The relationship between Dot/Icm-dependent LdCV maturation and LAP prompts us to question whether there is a link between phagosome maturation and LAP initiation. Regarding the balance of LAP-targeting over autophagy, our data indicates that vacuolar integrity is a likely contributing factor. Based on the lack of galectin-3 (or any other galectins we tested) association with LdCVs (Fig. 6), LAP-activation appears independent of membrane damage. Thus, vacuolar integrity of LdCVs may skews recognition away from membrane-damage responsive autophagy25,79. Alternatively, it remains possible that our membrane damage marker (galectin-3) is somehow removed from LdCVs. LAP’s predominance may simply be due to the absence of phagosomal ubiquitin. In this scenario, TLR- and DAG-signaling and delayed phagosome maturation would provide positive LAP-activation signals and ubiquitin-negative intact phagosomes would avoid activation of classical autophagy.
Why LdCVs are subjected to LAP but LpCVs are not is an intriguing question. The L. pneumophila strain Lp01 used in this study produces the effector protein RavZ, which has an activity to irreversibly deconjugate LC3 and thus inhibit autophagy-related pathways including macroautophagy and LAP17,78. We examined the behavior of a RavZ deletion derivative and found that RavZ is not required for the LAP avoidance by L. pneumophila (Fig. 9A,B). This suggests that either L. pneumophila has additional effectors to inhibit LAP or L. dumoffii has an effector to promote LAP. The effector Spl36 is one of such candidates which may inhibit LAP, however, L. dumoffii appears to encode the Spl ortholog. On the other hand, L. dumoffii ectopically producing RavZ failed to engage in LAP (Fig. 9C), indicating that L. dumoffii lacks sophistication to have a single effector protein like RavZ which efficiently blocks autophagy-related pathways, unlike some strains of L. pneumophila. Clarification of molecular mechanisms underlying L. dumoffii engagement in LAP awaits future study.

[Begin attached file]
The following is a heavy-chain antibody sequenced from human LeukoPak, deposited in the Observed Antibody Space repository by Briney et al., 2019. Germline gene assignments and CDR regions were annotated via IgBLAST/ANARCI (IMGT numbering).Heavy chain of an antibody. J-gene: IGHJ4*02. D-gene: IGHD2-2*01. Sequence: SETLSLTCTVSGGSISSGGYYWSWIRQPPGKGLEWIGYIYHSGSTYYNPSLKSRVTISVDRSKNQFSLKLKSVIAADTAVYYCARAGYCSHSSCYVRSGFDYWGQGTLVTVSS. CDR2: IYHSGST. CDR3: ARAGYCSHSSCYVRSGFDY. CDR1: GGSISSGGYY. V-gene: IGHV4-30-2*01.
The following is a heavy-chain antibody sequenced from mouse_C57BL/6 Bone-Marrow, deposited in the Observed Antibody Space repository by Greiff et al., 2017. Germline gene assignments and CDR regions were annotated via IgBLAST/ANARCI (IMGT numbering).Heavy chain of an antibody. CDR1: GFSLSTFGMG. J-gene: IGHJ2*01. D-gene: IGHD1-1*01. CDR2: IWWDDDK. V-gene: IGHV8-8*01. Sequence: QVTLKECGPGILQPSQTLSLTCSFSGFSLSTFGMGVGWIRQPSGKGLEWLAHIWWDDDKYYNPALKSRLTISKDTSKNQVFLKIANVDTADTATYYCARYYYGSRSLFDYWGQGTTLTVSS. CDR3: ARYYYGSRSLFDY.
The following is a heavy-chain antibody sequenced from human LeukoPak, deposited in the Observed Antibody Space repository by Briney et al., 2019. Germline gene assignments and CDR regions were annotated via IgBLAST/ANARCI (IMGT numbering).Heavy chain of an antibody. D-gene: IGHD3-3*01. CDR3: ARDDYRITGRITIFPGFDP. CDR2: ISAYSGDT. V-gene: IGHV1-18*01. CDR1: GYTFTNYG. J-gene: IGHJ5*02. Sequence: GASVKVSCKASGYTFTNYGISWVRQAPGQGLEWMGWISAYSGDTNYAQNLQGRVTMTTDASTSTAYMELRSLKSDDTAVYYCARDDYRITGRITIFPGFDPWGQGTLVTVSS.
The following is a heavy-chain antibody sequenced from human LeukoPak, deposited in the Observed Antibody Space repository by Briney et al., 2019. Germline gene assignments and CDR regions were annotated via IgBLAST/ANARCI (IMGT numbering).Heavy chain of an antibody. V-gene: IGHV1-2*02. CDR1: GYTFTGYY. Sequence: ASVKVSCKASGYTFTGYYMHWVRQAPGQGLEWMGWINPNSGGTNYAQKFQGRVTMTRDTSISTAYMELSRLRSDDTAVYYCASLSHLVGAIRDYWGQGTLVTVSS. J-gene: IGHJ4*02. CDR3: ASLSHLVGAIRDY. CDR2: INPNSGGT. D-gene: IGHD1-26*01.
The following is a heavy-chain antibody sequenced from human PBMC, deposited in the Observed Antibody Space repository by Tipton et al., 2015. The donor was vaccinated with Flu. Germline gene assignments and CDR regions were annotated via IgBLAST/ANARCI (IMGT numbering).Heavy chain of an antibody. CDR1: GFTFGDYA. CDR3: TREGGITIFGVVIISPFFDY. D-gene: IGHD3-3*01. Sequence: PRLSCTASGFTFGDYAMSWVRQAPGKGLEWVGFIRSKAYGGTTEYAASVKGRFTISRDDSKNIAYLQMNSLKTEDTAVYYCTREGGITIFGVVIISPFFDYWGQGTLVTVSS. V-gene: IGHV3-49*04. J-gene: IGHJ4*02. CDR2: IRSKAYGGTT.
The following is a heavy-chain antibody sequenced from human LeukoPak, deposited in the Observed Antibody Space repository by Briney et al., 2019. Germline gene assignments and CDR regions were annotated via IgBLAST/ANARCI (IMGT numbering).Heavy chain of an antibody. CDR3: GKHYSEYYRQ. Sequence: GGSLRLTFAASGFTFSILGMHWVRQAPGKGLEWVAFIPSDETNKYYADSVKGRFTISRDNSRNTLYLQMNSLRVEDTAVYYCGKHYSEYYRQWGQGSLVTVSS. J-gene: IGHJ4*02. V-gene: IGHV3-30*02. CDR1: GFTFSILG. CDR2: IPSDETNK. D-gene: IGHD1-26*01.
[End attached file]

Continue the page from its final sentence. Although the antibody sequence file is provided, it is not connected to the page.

A remaining question is the physiological importance of LAP for bacterial restriction in the context of other immune defense mechanisms. Recently, LAP has been proposed to facilitate enhanced antigen presentation by delaying phagosome maturation85. It is tempting to speculate that in higher eukaryotes, LAP-mediated enhanced antigen presentation by macrophages infected with L. dumoffii engages innate or adaptive responses that limit disease progression, whereas the LAP-avoiding pathogen like L. pneumophila avoids this enhanced host response and causes more disease.
Rubicon is a Class III PI(3) kinase-associated protein86, which recruits PI(3) kinase to phagosomes and supports prolonged localization of PI3P78. Then Rubicon interacts with the NOX2 complex recruited in a PI3P-mediated manner and stabilizes the NOX2 complex, resulting induction of ROS production78. In contrast, LpCVs were reported to acquire PI3P right after infection in a model natural host Dictyostelium discoideum87, but soon PI4P becomes a dominant phosphoinositide species, which possibly involves the concerted actions of host PI(4) kinases, and host and bacterial phosphoinositide phosphatases88,89,90,91. Currently phosphoinositide dynamics on LdCVs are not known, and future studies focusing on PI3P pool on LAP-targeted versus LAP-escaping LdCVs will shed light on the requirement in LAP induced by fungal and bacterial infection, and the difference in fates of LdCVs and LpCVs. Furthermore LAP-targeting of LdCVs may be used as a model system examining the finer mechanistic details of LAP, particularly induced by bacterial infection.
Unless otherwise noted, all chemicals were purchased from Sigma. Rapamycin was purchased from Santa Cruz (sc-3504). Restriction and molecular cloning enzymes were purchased from New England Biolabs or Toyobo Co. Ltd. Primary antibodies used include rabbit polyclonal antibodies to L. pneumophila (Biodesign #B65051G) and Legionella dumoffii (Denka Seiken). Primary antibodies used for immunofluorescence experiments are listed in figure legends. Secondary conjugate antibodies Alexa Fluor® 488 (Life Technologies #A11029), Alexa Fluor® 488 (Life Technologies #A11034), Rhodamine Red-X (Life Technologies #R6393), and Rhodamine Red-X (Life Technologies #R6394) and Alexa Fluor® 568 (Life Technologies #A11077) were purchased from Thermo Fischer Scientific.
Bacterial strains used in this study are described in Table S1. Legionella strains were grown on charcoal-yeast extract plates or in aces-buffered yeast extract broth as already described92. When required, drugs were included in the bacteriological media at the following concentrations: for strains of Legionella species, streptomycin 100μg/ml, chloramphenicol 3μg/ml and kanamycin 10μg/ml; for strains of E. coli, ampicillin 100μg/ml, kanamycin 25μg/ml and chloramphenicol 20μg/ml; for Salmonella enterica serovar Typhimurium (S. Typhimurium), chloramphenicol 20μg/ml.